Dec
4
2017

“How do you communicate with a species that doesn’t share your communication system, that doesn’t share your kind of mind?”

You can do it by modifying your communication system in ways that make it accessible to the species with which you are communicating and by breeding individuals within that species who show the ability to understand the modified system. This is a key component for many dogs bred to be working dogs, be they working sled dogs, herding dogs, or retrievers.

Working border collies show clear evidence that they can understand complex meanings that go far beyond “sit” or “stay.” In addition, there is growing evidence that humans have made language accessible by specifically removing those parts of language that are unique to language. These parts include the ability to communicate about things in the past or future and the ability to create intricate sentences that involve complicated relationships among the different words.

Robin Queen, a linguist at the University of Michigan, has been studying the phenomenon with her own border collies and those of other shepherds. During the past 10 years, her avocation as a hobbiest shepherd has merged with her academic interests into a research project that examines exactly what aspects of language are available to the canine mind. Her ideas drew national attention after she presented them at a linguistics conference in July.

During sheep trials and in regular farm work, shepherds communicate with their dogs using a set of blasts on a whistle. To the uninitiated, it may appear that the shepherd is merely giving a set of commands, but Queen says that’s missing some of the nuance. They’re not just commands, they include details and information about distance, speed, and style of approach. They may give the border collie information about what the livestock will need to be moved efficiently. They may offer encouragement, correction, or simply let the dog know that the shepherd is there and they are still working together to move the livestock.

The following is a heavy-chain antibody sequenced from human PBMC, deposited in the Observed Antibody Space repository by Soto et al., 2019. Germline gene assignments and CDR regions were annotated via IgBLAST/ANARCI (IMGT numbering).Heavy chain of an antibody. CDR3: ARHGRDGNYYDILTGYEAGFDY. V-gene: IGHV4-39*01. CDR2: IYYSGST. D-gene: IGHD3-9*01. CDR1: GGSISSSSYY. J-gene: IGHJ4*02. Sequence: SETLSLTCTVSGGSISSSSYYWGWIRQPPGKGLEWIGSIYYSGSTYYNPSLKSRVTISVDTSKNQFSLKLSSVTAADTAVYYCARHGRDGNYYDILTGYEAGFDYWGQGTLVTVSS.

While they don’t suggest what the border collie should be doing in five or ten minutes, they do provide information that goes beyond a single command. Further, shepherds and border collies work together as a team to move the livestock, and, in that sense, the border collie is not simply responding through obedience. Instead, the dog is working with the shepherd to most effectively and safely move the livestock. This means that sometimes the border collie will do what she knows needs to be done even if the shepherd has issued a different command.

Shepherds depend on their border collies to do what they are asked but also to let the shepherd know if she has made a mistake in what was being asked.

What’s unique about humans is that we cooperate and share information,” says Evan MacLean, a biological anthropologist at the University of Arizona, in an article in Wired

“Cooperation leading to the development of language is one of the leading hypotheses for what makes human beings unique among the animals,” the Wired report points out.

It was this element of cooperation that struck Queen: in sheepdog trials, the shepherds and dogs have to work as a team. Flexible communication is key to mutual cooperation.

It’s important to note that “no one knows if dogs understand what the whistles mean in a metacognitive sense,” according to the Wired report. Critics also point out that other dogs don’t share border collies’ linguistic talents—adding some weight to the argument that border collies’ abilities are the result of purposeful breeding.

That’s exactly the point. “They were breeding for temperament or skills, and linguistic ability essentially came along for the genetic ride,” Wired explains.

The full Wired article offers Queen’s fascinating personal story as well as the scientifically intriguing implications. Read it here

Photo credit © Laura Esterman

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